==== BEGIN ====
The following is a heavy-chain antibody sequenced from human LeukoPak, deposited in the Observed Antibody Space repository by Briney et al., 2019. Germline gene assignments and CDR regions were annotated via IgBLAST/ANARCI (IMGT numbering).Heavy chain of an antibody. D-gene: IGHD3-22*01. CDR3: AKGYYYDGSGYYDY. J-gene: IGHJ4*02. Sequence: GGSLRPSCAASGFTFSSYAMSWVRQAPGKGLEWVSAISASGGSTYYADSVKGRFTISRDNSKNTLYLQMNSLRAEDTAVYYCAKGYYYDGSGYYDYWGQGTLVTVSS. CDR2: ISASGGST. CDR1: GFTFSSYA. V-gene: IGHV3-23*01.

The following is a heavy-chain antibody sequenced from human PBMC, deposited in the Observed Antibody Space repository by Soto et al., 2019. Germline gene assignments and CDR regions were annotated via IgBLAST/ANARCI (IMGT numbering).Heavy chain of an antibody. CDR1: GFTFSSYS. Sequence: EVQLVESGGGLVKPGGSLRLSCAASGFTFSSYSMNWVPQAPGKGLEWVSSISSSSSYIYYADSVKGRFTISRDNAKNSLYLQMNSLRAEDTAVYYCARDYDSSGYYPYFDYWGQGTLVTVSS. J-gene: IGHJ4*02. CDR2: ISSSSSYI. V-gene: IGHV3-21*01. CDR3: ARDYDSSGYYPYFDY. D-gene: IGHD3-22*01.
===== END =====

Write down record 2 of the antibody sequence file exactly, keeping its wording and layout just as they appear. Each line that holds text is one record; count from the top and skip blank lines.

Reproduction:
The following is a heavy-chain antibody sequenced from human PBMC, deposited in the Observed Antibody Space repository by Soto et al., 2019. Germline gene assignments and CDR regions were annotated via IgBLAST/ANARCI (IMGT numbering).Heavy chain of an antibody. CDR1: GFTFSSYS. Sequence: EVQLVESGGGLVKPGGSLRLSCAASGFTFSSYSMNWVPQAPGKGLEWVSSISSSSSYIYYADSVKGRFTISRDNAKNSLYLQMNSLRAEDTAVYYCARDYDSSGYYPYFDYWGQGTLVTVSS. J-gene: IGHJ4*02. CDR2: ISSSSSYI. V-gene: IGHV3-21*01. CDR3: ARDYDSSGYYPYFDY. D-gene: IGHD3-22*01.